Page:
Plastic Logic, maker of flexible e-paper displays, has revealed an intriguing new application for its revolutionary technology: the smartwatch. Offering up working prototypes of its displays in the form of flexible wrap-around smartwatches, Plastic Logic serves up the future of smartwatch technology and it is piping HOT!
The Plastic Logic flexible displays are less than 1mm thick and boast 4,096 colors that are alleged to be “brighter and more vibrant” than its competitors’ e-paper offerings. Although not as bright as typical LED or OLED solid display solutions as found with Pebble or the i’m Smartwatch, we found the Plastic Logic display to be more than adequate for its intended purpose. While “more than adequate” does not sound like glowing praise, we would not be disappointed in the least to implement such technology into our daily gadget quiver.
On an interesting note, the Plastic Logic flexible smartwatch is VERY similar in design and implementation to Apple‘s recently granted patent for a “wearable video device” that contains a flexible display, an integrated circuit for driving the flexible display, a processor, RAM, ROM, a wireless communications antenna, a speaker, a battery, and a data and power connector. We are not sure what patent coverage Plastic Logic has obtained, if any, for this technology, but their flexible smartwatch sure looks a lot like Apple’s patent drawings.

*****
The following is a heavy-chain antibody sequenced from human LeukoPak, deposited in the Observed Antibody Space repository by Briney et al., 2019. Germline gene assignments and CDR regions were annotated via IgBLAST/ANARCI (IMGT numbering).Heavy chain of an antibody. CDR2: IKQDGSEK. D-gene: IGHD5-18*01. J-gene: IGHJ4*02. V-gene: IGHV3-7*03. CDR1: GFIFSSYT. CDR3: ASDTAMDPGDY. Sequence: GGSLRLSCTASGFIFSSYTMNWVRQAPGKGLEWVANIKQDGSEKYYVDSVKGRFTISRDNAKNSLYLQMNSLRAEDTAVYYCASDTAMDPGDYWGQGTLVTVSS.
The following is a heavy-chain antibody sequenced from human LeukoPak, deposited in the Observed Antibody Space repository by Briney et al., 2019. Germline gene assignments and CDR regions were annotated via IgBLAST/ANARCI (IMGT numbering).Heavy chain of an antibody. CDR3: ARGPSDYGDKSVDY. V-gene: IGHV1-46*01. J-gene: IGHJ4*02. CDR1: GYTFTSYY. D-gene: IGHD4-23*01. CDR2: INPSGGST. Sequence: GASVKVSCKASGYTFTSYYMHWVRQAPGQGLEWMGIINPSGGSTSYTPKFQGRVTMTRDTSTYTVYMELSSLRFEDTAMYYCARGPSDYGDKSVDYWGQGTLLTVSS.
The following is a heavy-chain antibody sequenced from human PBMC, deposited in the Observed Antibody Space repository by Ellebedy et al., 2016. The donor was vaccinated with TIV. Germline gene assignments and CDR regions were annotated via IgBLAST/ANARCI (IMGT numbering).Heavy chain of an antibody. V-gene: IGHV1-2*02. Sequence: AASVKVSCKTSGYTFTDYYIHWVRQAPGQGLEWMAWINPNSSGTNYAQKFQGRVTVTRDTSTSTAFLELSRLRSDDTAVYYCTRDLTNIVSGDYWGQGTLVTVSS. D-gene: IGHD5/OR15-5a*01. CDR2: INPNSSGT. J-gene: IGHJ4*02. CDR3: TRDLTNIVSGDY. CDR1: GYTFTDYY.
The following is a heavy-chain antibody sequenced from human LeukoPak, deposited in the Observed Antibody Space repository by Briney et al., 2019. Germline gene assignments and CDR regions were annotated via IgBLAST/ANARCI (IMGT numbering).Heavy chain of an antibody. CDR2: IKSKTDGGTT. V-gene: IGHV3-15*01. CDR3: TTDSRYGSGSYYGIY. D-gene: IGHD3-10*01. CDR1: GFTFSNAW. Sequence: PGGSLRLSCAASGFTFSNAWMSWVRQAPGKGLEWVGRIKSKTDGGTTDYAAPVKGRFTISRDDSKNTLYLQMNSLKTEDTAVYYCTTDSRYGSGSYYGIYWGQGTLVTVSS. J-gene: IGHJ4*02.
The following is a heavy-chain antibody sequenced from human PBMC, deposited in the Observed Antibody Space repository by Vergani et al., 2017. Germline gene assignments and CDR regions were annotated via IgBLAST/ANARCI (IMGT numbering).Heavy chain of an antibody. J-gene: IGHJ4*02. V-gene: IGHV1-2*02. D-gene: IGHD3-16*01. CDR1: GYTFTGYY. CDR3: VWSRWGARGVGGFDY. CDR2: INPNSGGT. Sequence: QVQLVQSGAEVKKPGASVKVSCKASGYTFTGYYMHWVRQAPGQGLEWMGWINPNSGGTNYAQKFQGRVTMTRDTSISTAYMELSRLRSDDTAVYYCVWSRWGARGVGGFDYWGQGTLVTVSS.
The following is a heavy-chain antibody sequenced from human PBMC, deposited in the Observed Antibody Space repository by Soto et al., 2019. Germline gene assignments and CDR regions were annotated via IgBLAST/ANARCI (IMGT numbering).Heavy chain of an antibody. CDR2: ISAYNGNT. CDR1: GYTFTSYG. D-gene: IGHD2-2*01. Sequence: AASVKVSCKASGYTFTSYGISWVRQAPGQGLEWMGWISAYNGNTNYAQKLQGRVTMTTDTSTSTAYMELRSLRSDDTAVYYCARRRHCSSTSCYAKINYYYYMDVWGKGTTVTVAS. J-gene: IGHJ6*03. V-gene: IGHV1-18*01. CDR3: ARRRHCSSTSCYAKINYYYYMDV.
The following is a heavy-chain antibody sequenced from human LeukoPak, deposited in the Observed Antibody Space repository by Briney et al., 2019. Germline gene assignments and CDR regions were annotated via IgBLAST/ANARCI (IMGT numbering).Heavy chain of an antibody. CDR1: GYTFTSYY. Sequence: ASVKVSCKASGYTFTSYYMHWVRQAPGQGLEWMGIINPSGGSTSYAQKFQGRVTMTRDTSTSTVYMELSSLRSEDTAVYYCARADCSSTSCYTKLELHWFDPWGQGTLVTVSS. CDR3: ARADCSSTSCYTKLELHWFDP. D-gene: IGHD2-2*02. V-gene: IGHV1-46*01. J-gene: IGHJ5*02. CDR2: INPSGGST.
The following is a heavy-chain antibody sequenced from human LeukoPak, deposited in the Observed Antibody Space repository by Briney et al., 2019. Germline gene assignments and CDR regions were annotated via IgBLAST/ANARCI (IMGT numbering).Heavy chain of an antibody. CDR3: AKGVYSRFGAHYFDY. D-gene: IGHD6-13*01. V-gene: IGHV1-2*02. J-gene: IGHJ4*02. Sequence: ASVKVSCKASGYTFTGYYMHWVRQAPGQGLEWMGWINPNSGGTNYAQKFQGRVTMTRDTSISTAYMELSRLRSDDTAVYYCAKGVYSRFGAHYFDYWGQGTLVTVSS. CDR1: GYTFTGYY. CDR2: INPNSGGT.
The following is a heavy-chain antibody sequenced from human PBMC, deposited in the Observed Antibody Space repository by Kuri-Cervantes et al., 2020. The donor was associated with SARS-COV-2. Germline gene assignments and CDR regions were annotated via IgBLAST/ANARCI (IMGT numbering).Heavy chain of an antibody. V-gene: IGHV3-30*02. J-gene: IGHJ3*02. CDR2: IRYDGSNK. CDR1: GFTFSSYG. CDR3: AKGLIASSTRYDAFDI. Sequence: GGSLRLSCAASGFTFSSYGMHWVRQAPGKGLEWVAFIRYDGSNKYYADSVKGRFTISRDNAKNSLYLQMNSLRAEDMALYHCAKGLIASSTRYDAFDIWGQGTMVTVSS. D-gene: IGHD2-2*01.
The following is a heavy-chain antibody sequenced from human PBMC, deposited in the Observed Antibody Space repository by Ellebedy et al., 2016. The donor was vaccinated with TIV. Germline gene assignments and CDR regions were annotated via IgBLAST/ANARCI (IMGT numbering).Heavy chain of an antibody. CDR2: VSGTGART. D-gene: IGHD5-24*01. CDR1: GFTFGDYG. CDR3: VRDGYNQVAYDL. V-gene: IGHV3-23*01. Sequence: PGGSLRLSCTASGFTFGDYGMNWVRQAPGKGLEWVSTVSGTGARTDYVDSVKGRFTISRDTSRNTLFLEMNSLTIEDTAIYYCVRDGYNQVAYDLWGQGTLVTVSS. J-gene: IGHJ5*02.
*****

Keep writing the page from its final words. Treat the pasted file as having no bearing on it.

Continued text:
In the mean time, here are some videos of the Plastic Logic smartwatches, at least in prototype form. Where the processors and batteries will go has not yet been resolved by the engineers. However, it appears from these videos that truly unobtrusive smartwatch tech may be closer than we think.
Plastic Logic: [Company Website]
Jon is the Editor-In-Chief at Wear Guide and writes about wearable technology On Your Arm. Jon has a M.S. in Computer Science, won several intercollegiate events as a member of the UCLA Cycling Team, and is currently active on the USA Triathlon circuit which provides him the opportunity to field-test wearables under grueling conditions. Jon also writes for our sister publication Electric.guide.
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